Improbably, Lindsay eavesdrops on and subsequently charms a stylist and gets this close to becoming her assistant, but Paul wrecks it by insisting she disclose to her potential future employer that she’s expecting. This results in Lindsay dropping a couple bombs at once — telling Paul about the abortion and that she’s leaving him — which, in turn, scares the stylist away.
Edgar is still unaware that his success is crushing to Dorothy, and Dorothy decides to be passive-aggressive and get drunk in a performative, not-actually-productive way. Oof. Been there, girl. The specificity of Dorothy’s struggle to break into comedy makes me feel like someone (or someones) in the writers room pressed down hard on some real bruises. (Before her day derails, Dorothy lets slip this bizarre but great detail: “Plus you can totally steal a chair at a wedding. I’ve done it so many times. Most of my chairs are wedding chairs.”) By the time she and Edgar run into big-deal comedy dude Brian Posehn, who doesn’t remember having met Dorothy years earlier but laughs heartily at Edgar’s lame sketch ideas, she is done.
Gretchen tries and fails to swipe Jimmy’s pro-con list and, as you may have predicted, decides to pull a two-can-play-at-this-terrible-decision and write a list of her own. (The meta-exchange between Gretchen and Sam about saying certain phrases “with a glint in your eye” is perfection. Would absolutely wear a T-shirt with “BITCH, I AIN’T GOT NO GLINT” on it.) At the end of the episode, they each sucker-punch the other with the most cutting item on their respective lists: Jimmy says, “I can’t see having kids with her.” Gretchen shoots back, “I’m afraid you’ll never be successful.” They drive home in their separate cars, and the split-screen shows them both looking ahead like they have no idea where they’re going. It’s all very The Graduate, if The Graduate ended with Benjamin and Elaine quietly panicking on two different buses.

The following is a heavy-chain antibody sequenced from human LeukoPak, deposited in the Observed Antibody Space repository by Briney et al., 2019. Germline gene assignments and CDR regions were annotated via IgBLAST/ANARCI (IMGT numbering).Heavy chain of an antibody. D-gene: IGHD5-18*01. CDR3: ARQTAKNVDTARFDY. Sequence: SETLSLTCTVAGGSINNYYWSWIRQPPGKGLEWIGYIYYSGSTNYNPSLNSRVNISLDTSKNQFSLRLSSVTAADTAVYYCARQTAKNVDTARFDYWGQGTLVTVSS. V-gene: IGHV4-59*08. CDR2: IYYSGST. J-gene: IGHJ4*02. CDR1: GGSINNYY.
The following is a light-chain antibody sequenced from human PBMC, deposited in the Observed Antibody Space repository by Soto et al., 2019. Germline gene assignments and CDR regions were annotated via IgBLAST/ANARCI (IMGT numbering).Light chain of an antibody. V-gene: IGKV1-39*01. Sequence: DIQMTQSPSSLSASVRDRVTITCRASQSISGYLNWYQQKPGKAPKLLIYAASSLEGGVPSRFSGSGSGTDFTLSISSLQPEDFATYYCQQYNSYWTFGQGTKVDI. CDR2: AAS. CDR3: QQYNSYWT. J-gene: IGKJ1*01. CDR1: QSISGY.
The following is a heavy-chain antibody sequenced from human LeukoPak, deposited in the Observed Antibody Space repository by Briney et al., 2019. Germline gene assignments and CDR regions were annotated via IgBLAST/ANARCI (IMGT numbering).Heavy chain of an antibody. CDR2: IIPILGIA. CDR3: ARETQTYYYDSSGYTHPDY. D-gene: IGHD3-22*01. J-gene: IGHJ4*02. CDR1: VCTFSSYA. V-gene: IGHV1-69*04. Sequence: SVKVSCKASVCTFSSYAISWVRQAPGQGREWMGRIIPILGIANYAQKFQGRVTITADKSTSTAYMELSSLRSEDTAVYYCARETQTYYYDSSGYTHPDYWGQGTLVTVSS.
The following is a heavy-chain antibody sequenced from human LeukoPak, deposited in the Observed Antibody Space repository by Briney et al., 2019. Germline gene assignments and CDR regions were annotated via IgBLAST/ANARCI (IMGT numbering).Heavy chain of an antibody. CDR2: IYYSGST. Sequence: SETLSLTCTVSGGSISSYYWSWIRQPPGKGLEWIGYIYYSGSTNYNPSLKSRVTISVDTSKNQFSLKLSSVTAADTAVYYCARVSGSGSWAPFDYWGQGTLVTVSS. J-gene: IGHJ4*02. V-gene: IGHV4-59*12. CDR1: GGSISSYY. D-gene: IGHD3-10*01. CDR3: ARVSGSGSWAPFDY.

You know that I love Sam, Shitstain, and Honey Nutz more than any of these dopes in our main cast, and I could go on and on about how delightful their dialogue and fashion is in this episode. Instead, I’ll just pluck a few of my favorite gems: The fact that Sam, the worst best man ever, “lost the ring at the Monterrey Aquarium tide pool. Said a sea anemone took it. Does that sound plausible to you?”; how Honey Nutz gets nervous offstage where he’s really “just Zachary from Reseda, who likes hard cider and losing himself in a graphic novel”; and “A BABY? A HUMAN-ASS BABY?”
Shitstain swears he and Sam will be friends forever. And as soon as Sam is out of earshot, Jacqueline says, “You know you can’t be friends with him anymore, right?” Shitstain’s response: “Yeah, right.” I know they’ve only been together six months, but I think these two are really in it for the long haul.
The worst: Ending this recap and thinking about reality again.
Runners-up: This entire pro-con list idea, Honey Nutz’s attempts at comedy (“This dude is so ugly, his dad left his family and asked to go to jail!”), Edgar’s insensitivity, pretty much everything about Lindsay including her fashion sense, kissing the bride in the bathroom when you are not the groom.
A few good things: The fact that Gretchen thinks ink comes from squid, Sam’s suit, chugging Champagne straight from the bottle, having a glint in your eye.